Chomsky warns austerity policy has left European democracy in tatters
US linguist and political activist to give Frontline Defenders lecture in RDS, Dublin
Veteran US political activist and intellectual Noam Chomsky has warned that the European Union’s response to the economic crisis has left European democracy in a worse condition than that of the United States. Photographer: Dara Mac Donaill/The Irish Times
The veteran US political activist and intellectual Noam Chomsky has warned that the European Union’s response to the economic crisis has left European democracy in a worse condition than that of the United States.
Speaking ahead of a public lecture in Dublin this week, Prof Chomsky (84), a leading figure in the study of linguistics and a prominent critic of US foreign policy, said the European Central Bank was imposing unfair and counterproductive austerity measures on the people of Ireland and other EU member states hit by the debt crisis.
“I’m not a great admirer of the [Federal Reserve], but I think they’ve been much more constructive and thoughtful and progressive than the ECB has been. I mean, take Ireland. It was a crisis of the banks. It wasn’t the Government; it wasn’t the population. It’s fundamentally bank corruption,” he said.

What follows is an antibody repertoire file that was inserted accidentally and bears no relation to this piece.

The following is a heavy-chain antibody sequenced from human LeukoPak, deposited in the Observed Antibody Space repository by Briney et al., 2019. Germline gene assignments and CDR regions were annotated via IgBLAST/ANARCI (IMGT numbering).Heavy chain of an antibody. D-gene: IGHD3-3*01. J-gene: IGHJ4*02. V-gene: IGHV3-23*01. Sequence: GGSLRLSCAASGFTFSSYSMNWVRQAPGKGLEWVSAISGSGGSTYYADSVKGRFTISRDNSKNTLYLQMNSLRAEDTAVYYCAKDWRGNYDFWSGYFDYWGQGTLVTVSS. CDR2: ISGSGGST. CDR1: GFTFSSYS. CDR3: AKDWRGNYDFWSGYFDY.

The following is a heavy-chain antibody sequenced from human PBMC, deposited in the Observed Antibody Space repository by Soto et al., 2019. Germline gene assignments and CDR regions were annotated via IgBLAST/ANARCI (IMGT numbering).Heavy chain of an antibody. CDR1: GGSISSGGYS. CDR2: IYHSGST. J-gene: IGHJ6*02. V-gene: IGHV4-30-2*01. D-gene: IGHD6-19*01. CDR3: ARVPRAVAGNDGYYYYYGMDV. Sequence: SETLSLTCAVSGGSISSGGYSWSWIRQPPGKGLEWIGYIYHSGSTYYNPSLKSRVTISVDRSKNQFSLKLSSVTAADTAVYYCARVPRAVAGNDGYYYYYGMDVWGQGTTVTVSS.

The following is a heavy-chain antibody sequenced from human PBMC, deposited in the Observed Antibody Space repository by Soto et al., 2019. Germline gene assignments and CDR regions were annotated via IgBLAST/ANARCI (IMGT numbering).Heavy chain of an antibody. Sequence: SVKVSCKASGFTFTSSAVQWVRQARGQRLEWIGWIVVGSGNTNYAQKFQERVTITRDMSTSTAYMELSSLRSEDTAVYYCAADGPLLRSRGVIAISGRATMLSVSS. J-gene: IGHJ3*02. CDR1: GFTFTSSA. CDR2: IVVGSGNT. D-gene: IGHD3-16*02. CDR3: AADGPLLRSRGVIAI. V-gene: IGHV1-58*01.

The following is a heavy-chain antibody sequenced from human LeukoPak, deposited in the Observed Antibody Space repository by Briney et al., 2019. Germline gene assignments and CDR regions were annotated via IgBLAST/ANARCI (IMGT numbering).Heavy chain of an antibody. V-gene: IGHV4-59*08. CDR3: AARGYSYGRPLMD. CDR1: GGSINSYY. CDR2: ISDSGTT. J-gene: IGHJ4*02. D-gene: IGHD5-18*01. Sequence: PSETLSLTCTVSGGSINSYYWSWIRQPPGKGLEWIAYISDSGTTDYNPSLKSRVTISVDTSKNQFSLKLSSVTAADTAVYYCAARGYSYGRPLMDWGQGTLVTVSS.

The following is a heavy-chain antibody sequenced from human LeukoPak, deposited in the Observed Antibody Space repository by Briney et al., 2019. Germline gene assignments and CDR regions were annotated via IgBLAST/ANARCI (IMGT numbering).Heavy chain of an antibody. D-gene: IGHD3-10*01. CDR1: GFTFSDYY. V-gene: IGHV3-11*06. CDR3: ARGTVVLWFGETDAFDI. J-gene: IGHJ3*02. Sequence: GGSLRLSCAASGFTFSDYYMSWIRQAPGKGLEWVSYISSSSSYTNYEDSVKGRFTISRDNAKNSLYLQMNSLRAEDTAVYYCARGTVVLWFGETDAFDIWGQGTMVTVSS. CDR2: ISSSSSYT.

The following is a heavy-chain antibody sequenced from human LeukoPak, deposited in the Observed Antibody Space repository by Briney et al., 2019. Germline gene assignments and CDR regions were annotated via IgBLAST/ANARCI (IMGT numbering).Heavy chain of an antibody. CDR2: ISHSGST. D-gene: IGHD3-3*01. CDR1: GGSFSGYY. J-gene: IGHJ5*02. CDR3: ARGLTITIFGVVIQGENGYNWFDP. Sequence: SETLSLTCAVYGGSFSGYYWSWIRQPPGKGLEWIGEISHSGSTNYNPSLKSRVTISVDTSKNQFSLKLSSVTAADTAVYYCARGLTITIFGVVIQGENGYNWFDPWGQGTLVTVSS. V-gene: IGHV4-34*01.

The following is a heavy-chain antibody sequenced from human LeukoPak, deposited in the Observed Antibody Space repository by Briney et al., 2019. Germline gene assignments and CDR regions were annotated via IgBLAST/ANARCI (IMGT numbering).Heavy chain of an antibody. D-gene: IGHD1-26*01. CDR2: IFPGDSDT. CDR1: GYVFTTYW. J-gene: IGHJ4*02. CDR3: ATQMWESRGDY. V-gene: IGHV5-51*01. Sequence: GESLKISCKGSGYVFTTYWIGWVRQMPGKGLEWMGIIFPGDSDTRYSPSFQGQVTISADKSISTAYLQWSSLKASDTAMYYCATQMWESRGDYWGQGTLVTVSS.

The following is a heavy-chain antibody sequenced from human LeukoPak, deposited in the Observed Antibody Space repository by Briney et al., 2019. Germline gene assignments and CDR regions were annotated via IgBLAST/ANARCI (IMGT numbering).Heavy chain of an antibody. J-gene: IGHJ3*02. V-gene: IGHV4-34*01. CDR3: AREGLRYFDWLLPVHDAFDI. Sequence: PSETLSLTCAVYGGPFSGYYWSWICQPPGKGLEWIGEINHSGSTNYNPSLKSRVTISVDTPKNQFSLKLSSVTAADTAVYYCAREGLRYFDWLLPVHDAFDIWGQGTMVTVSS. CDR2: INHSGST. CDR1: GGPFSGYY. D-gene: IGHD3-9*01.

“It’s the same in Spain. Spain had close to a balanced budget in 2007 and pretty good economic fundamentals. But the housing bubble, fuelled by Spanish and indeed German banks, you know they were the lenders, went way out and caused a great crisis for which the public is now paying.”
He warned that austerity policies were not only damaging democracy, but were stifling economic growth and failing to tackle the debt burden. “It’s been quite harmful everywhere it’s been applied,” he said.
Prof Chomsky is delivering the inaugural Frontline Defenders Annual Lecture at the RDS on Wednesday, which is being held in partnership with UCD School of Philosophy and TCD.
In an interview with The Irish Times today, he suggests that US president Barack Obama is more a representative of the traditional centre-right than of the left.